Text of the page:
Given Congress hasn’t pretended to address the issue since Martinez’s son was murdered, I figured he’d be madder now than ever. But on the phone, he sounded more tired and worn out. It had been a long day. But far from discouraged. Yes, he acknowledged, it is pathetic Congress couldn’t muster the votes to bar individuals on the FBI’s No Fly list of suspected terrorists from purchasing guns. (In reaction, it should be noted, Santa Barbara Congressmember Lois Capps has been among the five Democrats calling for frequent adjournment votes, the legislative equivalent of activating a fire alarm during school hours.) But even so, he insisted, there was genuine cause for hope.
Martinez and crew have spent the past 18 months focusing on statehouses throughout the country. Congress may be a dead-end, but state legislatures are decidedly otherwise. “In the past year, we’ve defeated 62 priority bills strongly backed by the NRA.” Typically, these have to do with strengthening background-check requirements. Last year, Washington State voters passed a statewide ballot initiative — for the first time ever — that would do just that despite intense lobbying by the NRA to kill it. Just this week, the Supreme Court opted not to hear a challenge waged by the Illinois Rifle Association to an assault-weapons ban enacted in the wake of the Newtown Massacre — 20 elementary schoolkids dead — by the City of Highland Park, Illinois. The petitioners argued on behalf of semiautomatic rifles, pointing out that they can accommodate ammo clips of 20 to 30 rounds. As one witness testified, this makes a significant difference when eradicating prairie dogs. “The volume of prairie dogs is such that sometimes it’s just more convenient to not change magazines quite so often,” he explained under oath.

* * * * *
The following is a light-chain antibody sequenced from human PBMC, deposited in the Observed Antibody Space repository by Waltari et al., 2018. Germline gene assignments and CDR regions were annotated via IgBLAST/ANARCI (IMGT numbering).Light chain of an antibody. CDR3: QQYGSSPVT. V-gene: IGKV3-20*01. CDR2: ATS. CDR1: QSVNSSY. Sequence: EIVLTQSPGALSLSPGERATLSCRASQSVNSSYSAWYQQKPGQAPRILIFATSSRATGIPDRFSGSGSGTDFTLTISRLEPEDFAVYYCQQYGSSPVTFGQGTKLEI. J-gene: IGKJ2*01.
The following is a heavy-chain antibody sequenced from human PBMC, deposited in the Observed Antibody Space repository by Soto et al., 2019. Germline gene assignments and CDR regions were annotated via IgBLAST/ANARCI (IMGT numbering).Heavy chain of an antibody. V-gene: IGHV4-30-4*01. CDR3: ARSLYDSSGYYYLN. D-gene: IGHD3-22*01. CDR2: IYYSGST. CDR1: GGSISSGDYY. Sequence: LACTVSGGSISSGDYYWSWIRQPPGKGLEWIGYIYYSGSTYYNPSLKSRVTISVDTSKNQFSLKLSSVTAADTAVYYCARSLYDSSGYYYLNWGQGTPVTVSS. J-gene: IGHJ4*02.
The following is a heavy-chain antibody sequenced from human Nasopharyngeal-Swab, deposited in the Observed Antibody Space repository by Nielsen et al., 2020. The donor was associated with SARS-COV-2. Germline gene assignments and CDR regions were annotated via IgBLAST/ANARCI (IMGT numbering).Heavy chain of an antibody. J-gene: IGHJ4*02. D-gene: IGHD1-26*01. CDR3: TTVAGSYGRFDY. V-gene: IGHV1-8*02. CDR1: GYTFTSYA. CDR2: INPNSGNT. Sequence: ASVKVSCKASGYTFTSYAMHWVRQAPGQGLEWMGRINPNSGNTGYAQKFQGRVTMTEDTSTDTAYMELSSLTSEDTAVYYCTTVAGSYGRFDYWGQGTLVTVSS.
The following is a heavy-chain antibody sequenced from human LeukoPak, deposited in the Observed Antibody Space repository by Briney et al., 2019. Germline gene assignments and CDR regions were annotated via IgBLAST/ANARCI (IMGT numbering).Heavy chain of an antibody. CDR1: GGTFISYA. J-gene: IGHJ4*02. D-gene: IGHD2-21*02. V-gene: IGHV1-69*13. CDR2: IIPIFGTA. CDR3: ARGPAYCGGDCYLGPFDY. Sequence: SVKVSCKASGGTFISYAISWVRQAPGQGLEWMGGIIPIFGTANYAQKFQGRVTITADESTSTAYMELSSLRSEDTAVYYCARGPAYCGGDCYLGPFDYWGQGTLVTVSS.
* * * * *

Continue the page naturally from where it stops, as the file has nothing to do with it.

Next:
The NRA, insisted Martinez, is not the omnipotent organization many Republicans and Democrats insist it is. The gun-safety side, he said, all but abandoned the field after winning passage of the Brady (background check) Bill in 1993. His group, along with Moms Demand Action for Gun Sense in America, is working to rectify that. With 300 million guns in this country — owned by about one-third the population — Martinez knows it’s a tough genie to get back into any bottle. But if the experts figured out how to dramatically reduce the number of car-crash fatalities — from the ’50s and ’60s — by re-engineering cars, roads, and freeways, he’s confident they can do something similar with guns, if allowed. In the meantime, he’s still plenty mad. His son still won’t celebrate another birthday. And even exhausted, he’s still talking. “I refuse to accept we have to accept the unacceptable,” he said. This time, for whatever reason, he didn’t scare me.